More Scots move into self-employment - study
A NEW study has provided a picture of recent trends in the Scottish labour market, including rising self-employment, an increase in temporary workers, and falling wages.
The joint analysis was carried out by the Scottish Government and the Scottish Trades Union Congress (STUC).
It reveals increasing levels of employment for both men and women, and falling youth unemployment, although this still remains higher than the average rates before the 2008 recession began.
The study also shows an increase in the number of self-employed people, up 33,200 between 2008 and 2012, and a rise in temporary workers, up by 32,000 since 2008.
Meanwhile, earnings have fallen in real terms by 8.1 per cent since 2009.
Finance Secretary John Swinney said: “In the week where we mark another significant rise in employment, with an increase of 47,000 people in work across Scotland, this research gives us a better understanding of just how well Scotland is doing in terms of employment as well as identifying areas where we have work to do.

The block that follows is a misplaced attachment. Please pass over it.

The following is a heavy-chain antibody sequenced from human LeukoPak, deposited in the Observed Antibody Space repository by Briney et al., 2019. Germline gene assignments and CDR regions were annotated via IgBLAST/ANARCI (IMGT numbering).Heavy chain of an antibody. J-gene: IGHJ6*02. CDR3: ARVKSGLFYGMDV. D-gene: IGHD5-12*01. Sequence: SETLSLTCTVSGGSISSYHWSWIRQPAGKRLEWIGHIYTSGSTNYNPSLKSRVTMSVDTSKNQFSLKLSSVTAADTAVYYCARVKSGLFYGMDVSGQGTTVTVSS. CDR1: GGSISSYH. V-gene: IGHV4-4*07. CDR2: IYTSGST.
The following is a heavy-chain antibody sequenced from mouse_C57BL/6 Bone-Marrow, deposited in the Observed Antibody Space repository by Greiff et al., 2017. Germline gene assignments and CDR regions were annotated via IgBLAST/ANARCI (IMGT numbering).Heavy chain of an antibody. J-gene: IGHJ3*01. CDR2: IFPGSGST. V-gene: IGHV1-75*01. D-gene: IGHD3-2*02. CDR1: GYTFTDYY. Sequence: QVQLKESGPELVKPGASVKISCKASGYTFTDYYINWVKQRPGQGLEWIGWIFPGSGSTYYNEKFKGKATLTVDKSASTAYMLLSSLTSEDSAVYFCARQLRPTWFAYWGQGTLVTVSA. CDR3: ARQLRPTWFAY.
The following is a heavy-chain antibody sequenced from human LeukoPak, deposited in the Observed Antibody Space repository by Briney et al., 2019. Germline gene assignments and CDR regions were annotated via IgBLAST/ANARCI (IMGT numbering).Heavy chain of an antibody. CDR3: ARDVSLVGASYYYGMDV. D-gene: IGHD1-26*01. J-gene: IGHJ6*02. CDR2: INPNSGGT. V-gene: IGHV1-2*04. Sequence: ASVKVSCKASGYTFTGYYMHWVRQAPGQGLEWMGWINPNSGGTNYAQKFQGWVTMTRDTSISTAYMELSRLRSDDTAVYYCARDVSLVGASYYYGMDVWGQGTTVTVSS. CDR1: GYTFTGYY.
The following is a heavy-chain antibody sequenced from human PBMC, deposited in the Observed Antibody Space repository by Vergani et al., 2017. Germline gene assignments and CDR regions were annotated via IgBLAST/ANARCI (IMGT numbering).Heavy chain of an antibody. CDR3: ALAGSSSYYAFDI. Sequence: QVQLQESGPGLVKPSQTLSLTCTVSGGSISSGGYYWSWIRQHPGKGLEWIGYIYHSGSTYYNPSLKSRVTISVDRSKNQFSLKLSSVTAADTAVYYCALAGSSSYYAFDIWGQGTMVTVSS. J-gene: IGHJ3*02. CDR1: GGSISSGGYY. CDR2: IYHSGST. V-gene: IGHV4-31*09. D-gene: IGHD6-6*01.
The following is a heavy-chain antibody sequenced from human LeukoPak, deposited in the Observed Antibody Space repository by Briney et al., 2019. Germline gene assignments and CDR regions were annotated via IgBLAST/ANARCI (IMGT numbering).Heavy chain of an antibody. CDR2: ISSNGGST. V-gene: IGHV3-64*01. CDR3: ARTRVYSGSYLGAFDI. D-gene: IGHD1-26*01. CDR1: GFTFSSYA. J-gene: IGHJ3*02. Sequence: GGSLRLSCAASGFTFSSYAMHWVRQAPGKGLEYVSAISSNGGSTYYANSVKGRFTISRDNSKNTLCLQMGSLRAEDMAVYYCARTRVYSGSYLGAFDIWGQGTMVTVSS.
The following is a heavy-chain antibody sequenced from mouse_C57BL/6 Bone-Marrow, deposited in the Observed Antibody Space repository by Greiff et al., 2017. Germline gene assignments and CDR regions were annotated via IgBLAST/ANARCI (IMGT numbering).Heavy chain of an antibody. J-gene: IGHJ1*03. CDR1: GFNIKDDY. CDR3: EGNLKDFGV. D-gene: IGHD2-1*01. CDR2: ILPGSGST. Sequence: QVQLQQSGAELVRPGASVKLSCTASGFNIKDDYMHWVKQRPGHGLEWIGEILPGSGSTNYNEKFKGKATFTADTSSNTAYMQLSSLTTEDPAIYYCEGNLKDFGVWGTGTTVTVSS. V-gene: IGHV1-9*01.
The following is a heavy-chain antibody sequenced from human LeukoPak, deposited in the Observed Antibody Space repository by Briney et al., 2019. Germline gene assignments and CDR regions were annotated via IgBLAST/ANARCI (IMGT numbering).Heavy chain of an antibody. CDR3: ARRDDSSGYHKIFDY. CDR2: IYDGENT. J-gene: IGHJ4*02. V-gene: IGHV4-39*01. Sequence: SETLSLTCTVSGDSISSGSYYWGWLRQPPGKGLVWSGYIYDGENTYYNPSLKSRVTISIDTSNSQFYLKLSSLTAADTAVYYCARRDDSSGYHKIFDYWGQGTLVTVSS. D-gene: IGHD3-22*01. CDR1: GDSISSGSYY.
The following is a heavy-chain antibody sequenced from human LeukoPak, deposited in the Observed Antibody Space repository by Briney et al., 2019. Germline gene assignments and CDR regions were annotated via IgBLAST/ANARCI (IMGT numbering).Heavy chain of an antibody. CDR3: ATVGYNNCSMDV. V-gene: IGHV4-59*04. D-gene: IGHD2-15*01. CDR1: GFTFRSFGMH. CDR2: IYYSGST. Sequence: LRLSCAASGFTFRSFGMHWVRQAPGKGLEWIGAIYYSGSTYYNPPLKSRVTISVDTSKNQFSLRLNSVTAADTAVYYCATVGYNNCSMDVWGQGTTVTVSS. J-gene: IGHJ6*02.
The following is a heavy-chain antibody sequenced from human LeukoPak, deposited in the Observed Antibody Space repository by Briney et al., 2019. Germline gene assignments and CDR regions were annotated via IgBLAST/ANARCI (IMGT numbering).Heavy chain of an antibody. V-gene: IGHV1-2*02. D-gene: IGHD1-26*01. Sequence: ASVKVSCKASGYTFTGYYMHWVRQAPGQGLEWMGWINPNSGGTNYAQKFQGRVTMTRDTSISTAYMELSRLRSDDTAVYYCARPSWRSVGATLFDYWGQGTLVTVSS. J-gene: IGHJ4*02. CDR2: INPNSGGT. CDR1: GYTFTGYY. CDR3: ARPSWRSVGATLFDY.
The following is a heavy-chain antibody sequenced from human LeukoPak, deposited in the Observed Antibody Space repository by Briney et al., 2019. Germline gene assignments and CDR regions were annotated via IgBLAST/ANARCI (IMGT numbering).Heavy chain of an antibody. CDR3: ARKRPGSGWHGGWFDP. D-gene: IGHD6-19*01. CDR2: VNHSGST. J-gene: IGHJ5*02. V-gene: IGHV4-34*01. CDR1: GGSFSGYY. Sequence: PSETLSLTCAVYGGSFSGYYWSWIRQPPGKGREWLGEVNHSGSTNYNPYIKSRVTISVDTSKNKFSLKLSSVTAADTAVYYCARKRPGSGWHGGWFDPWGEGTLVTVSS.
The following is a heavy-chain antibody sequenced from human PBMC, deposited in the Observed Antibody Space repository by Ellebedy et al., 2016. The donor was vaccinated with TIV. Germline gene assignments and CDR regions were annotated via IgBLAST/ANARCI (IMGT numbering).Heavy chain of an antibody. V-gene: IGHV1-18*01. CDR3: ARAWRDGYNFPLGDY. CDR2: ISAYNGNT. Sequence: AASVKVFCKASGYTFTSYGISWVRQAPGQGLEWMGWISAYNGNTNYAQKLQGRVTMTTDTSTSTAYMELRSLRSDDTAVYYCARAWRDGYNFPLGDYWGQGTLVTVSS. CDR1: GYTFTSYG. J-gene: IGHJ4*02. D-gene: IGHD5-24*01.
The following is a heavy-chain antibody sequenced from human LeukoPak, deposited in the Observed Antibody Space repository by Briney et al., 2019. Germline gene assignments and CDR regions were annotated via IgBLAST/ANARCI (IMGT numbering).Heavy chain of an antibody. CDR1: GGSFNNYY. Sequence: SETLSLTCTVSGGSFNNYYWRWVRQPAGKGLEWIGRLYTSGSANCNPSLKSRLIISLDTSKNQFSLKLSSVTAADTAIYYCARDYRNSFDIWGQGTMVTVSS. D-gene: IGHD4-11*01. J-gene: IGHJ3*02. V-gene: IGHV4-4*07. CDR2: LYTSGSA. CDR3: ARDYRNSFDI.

“Our joint analysis of labour market statistics show that Scotland is leading the way when it comes to youth employment and meeting Modern Apprenticeship targets, with 96 per cent of employers reporting that Modern Apprenticeship completers are better able to do their job.”
He added: “We realise that there is still lots to be done and this research is crucial in revealing which areas of society need the most help in terms of employment.”
Stephen Boyd, assistant secretary of STUC, said: “The STUC welcomes publication of this research, which is presented in a much more accessible fashion than usual labour market statistical releases.
“This will help ensure the public is better informed about the true state of the labour market.
“While the research correctly describes the recent improvement in the Scottish labour market, it also draws attention to trends that are often overlooked such as high under-employment and falling real wages.
“We look forward to further joint publications in the future.”